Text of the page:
Books by James Shapiro

Released: March 10, 2020

"A thought-provoking, captivating lesson in how literature and history intermingle."
How the Bard has played in America over the centuries. Read full book review >
THE YEAR OF LEAR by James Shapiro
Released: Oct. 6, 2015

"Shapiro's discoveries of long-lost sources and missed connections make this a fascinating tale. His well-written, scholarly exploration will stand as an influential work that is a joy to read."
Shakespearean scholar Shapiro (English/Columbia Univ.; Contested Will: Who Wrote Shakespeare?, 2010, etc.) links the tumultuous events of 1605 and 1606 to three of the Bard's greatest works.Read full book review >
Released: April 6, 2010

"A thorough, engaging work whose arguments would prove more persuasive were we not living in an era of such fierce anti-intellectualism and pervasive conspiracy theory."
The author of A Year in the Life of William Shakespeare: 1599 (2005) chronicles the emergence of doubts about the playwright's identity and speculates about the assumptions and motives of the principal doubters. Read full book review >
Released: Nov. 1, 2005

"Sure to be hated by Harold Bloom and others who view any attempt to locate the Bard in history as blasphemy against the religion of Pure Art, but open-minded readers will be stimulated and enriched by Shapiro's contextual approach."
An intriguing addition to Shakespeare studies, stressing his immersion in the issues of his time. Read full book review >
Released: June 2, 2000

"But beware: the book may leave you longing to see the play for yourself—and the 2000 production has been sold out for months."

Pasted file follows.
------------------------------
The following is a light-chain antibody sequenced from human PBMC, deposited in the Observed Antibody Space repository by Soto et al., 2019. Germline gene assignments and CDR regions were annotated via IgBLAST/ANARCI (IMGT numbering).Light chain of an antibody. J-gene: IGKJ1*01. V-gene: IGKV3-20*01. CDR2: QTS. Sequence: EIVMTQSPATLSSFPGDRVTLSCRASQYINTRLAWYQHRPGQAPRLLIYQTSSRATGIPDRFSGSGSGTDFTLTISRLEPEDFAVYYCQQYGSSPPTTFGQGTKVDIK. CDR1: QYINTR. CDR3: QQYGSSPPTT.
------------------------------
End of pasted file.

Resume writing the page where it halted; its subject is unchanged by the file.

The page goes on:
A worthy successor to Shapiro's stunning 1996 volume Shakespeare and the Jews. Read full book review >
Released: Jan. 11, 1996

A groundbreaking study of Elizabethan anti-Semitism that offers a shockingly long pedigree for Shakespeare's Shylock. Shapiro (English and Comparative Literature/Columbia Univ.) takes on the accepted opinion that there were no English Jews and few resources in Shakespeare's era from which to draw the leading Jewish villain in The Merchant of Venice, arguing that even after their expulsion from England in 1290, Jews remained in sufficient numbers to ``represent the threat of both cultural and personal miscegenation.'' Testimony from the Spanish Inquisition offers references to postexpulsion Jews in British records, if only when they converted to Christianity or broke the law. Shapiro cites diaries, sermons, and political tracts documenting the British obsession with secret Jews, marranos from Iberia and ``false Christians,'' who somehow threatened a coalescing sense of Britishness. In the prevailing paranoia, Queen Elizabeth Tudor herself was accused of being a secret Jew. While no actual legislation has survived to confirm official government policy toward Jews, archival evidence proves that Tudor kings allowed small groups of Jews, who served as merchants, Hebrew teachers, and physicians, to remain in the country. Shapiro's case is solidified with an array of 16th- and 17th-century allusions to Jews (none positive or neutral) in Tudor and Stuart drama, backed up with gleanings from diaries, travel literature, and political, religious, and commercial tracts. All the vicious accusations, from desecration of the host to well poisonings and ritual murder, ``serve[d] both as threat and a confirmation of Christianity.'' Shapiro explores the pathology of these charges, but outside of his view of the ``pound of flesh'' as a reference to forced circumcision (or emasculation), there is little meat here for the Shakespeare scholar. Although not the Shakespearean study it professes to be, Shapiro's exhaustively researched work adds much to the history of anti-Semitism and to our understanding of xenophobia's role in the creation of the British psyche. (18 illustrations, not seen) Read full book review >